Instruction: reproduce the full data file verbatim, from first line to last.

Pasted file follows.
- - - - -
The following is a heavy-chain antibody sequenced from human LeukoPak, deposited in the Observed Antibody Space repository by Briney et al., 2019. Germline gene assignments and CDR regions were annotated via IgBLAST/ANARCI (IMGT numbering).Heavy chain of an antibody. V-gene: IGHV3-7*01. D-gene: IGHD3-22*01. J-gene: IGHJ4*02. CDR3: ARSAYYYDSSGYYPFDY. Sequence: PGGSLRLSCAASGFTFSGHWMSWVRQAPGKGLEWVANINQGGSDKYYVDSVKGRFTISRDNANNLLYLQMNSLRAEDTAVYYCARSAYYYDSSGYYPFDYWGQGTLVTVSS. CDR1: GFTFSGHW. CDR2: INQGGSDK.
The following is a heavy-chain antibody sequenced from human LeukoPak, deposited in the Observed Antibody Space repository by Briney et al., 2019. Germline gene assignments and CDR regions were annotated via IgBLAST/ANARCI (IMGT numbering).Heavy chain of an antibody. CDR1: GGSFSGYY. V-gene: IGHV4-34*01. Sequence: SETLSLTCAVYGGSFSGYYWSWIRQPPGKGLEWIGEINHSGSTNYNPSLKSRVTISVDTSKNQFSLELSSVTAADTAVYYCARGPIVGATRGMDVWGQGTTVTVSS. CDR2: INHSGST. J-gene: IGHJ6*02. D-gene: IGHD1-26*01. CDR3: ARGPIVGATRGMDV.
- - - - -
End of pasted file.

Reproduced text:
The following is a heavy-chain antibody sequenced from human LeukoPak, deposited in the Observed Antibody Space repository by Briney et al., 2019. Germline gene assignments and CDR regions were annotated via IgBLAST/ANARCI (IMGT numbering).Heavy chain of an antibody. V-gene: IGHV3-7*01. D-gene: IGHD3-22*01. J-gene: IGHJ4*02. CDR3: ARSAYYYDSSGYYPFDY. Sequence: PGGSLRLSCAASGFTFSGHWMSWVRQAPGKGLEWVANINQGGSDKYYVDSVKGRFTISRDNANNLLYLQMNSLRAEDTAVYYCARSAYYYDSSGYYPFDYWGQGTLVTVSS. CDR1: GFTFSGHW. CDR2: INQGGSDK.
The following is a heavy-chain antibody sequenced from human LeukoPak, deposited in the Observed Antibody Space repository by Briney et al., 2019. Germline gene assignments and CDR regions were annotated via IgBLAST/ANARCI (IMGT numbering).Heavy chain of an antibody. CDR1: GGSFSGYY. V-gene: IGHV4-34*01. Sequence: SETLSLTCAVYGGSFSGYYWSWIRQPPGKGLEWIGEINHSGSTNYNPSLKSRVTISVDTSKNQFSLELSSVTAADTAVYYCARGPIVGATRGMDVWGQGTTVTVSS. CDR2: INHSGST. J-gene: IGHJ6*02. D-gene: IGHD1-26*01. CDR3: ARGPIVGATRGMDV.